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'Elitist' Tag Knocks Education

By Stanley Crouch

Nothing has been quite as exciting and as disappointing or even disgusting as the grand drama of this Democratic contest for the nomination.

We have seen Barack Obama rise and, with a new tone, make biracial identity a public fact of American life. We have also seen Americans reinvigorated, surging with a refreshing patriotism that is fully aware of the country's shortcomings.

We have seen America's history of struggling toward fairness become, perhaps for the first time, a common heritage that crossed lines of color, class, religion, region and sexual identity.

In Obama's world, every American can lay claim to the Constitution, to the Abolition movement, to the destruction of the slavery system by the Civil War, to women getting the vote, to organized labor, to the defeat of fascism and to the victories of the Civil Rights movement. Those were not the struggles and the victories of special interest groups.

As Patrick Buchanan predicted, the only hope for Obama's foes was to knock him off of his pedestal and into the mud-wrestling we have seen define our politics. But the Rev. Jeremiah Wright was the big bomb that didn't quite go off.

Wright's ethnic Gong Show - and the vast right-wing conspiracy that Hillary Clinton joined when she helped to give it credence - may have allowed Clinton to greasily slip through the door of victory in Indiana, but it raised issues that should make us stop on a dime.

Columbia- and Harvard-educated, bad-bowling Obama is an elite, the conservatives - and the Clintons - claim. He is out of touch with the working class, they say.

It has become commonplace for the predictable millionaire puppets of Fox News and their conservative talk radio counterparts to present themselves as the voices of the working class in combat with an educated elite from places like Harvard.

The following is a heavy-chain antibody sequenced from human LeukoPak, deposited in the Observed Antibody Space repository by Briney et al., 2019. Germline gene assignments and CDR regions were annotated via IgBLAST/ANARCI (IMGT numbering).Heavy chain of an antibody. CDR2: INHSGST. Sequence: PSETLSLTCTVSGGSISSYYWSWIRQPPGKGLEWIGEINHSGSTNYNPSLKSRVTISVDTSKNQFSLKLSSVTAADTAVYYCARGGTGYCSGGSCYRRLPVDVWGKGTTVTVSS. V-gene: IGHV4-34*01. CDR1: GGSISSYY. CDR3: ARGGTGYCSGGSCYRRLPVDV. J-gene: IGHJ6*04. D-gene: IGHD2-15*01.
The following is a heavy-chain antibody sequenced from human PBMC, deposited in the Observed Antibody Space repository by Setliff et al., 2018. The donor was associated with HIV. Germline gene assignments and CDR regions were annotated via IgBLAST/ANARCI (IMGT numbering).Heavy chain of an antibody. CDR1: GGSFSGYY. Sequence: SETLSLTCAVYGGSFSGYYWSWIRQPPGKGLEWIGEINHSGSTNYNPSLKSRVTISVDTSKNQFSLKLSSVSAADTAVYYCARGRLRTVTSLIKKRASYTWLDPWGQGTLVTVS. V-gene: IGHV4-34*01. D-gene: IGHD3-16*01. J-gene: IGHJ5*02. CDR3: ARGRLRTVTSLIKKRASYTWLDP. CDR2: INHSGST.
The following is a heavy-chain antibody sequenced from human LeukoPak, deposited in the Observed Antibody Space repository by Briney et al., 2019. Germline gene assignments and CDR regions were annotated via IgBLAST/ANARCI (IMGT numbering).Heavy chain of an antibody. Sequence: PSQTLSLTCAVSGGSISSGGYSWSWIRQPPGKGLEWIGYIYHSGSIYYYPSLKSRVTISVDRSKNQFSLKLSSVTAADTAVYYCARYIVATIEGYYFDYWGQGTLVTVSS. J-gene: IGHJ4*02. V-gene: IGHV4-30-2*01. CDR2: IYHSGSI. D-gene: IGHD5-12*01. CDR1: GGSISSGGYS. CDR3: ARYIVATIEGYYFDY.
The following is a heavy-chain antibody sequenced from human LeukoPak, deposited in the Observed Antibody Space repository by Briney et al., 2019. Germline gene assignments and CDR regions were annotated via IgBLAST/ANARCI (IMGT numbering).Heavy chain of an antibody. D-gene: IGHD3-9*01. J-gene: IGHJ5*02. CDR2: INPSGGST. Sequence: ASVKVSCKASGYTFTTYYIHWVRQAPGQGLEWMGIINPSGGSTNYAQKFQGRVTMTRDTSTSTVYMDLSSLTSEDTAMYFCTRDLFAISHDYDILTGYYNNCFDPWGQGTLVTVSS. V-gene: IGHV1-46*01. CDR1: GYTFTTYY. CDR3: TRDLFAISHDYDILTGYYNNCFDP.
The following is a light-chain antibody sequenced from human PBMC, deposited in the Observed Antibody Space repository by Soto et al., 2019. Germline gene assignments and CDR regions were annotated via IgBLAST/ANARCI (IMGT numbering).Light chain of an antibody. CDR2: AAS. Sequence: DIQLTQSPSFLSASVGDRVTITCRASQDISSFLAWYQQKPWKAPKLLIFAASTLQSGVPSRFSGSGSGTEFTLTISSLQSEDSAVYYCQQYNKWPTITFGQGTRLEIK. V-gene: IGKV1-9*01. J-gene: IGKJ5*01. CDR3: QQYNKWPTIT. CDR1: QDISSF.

But beneath those cliches fester ideas that are deeply anti-democratic.

They are anti-democratic because they scoff at this basic truth: Education is the key to social mobility in our country. The stereotyped working class has no innate limits. It has produced the majority of doctors, engineers, architects, educators and others who realized the dreams of their families by studying hard and moving into careers quite different from those of their parents and their neighbors.

Education has always been viewed as suspect by everyone from slave owners to totalitarians. Wherever in the world you find them, they share one hostility: They hate books.

The presidency is not an Academy Award for Best Performance as a bowler, a fast food gobbler, a whisky and beer guzzler, a hard-hat-wearer or a hunter. We ought to know how far leadership capabilities are from surfaces, slogans and costumes.

And we should be ever suspicious of anyone or any group that scorns education, that pretends to believe that only the simple and the uncomplicated can express the national ethos.

That is absolutely ridiculous in a country from which so much technological and scientific innovation has come. Tell that to Thomas Edison, the Wright Brothers or Bill Gates, none of whom were from the upper class. Or are we to believe they were just simple men looking for a loud bar and a cold beer?

The precious opportunity that our democracy provides is the chance to stop, look, listen and think through all that history has taught us about the bottom and about the top.

Real leadership is something internal, not superficial, and should be judged by substance, policy and solutions that are empathetic but realistic, inventive, fiscally responsible and feasible. No one knows the taste of pie in the sky, but we have all felt and smelled the putrid humidity of hot air.

crouch.stanley@gmail.com

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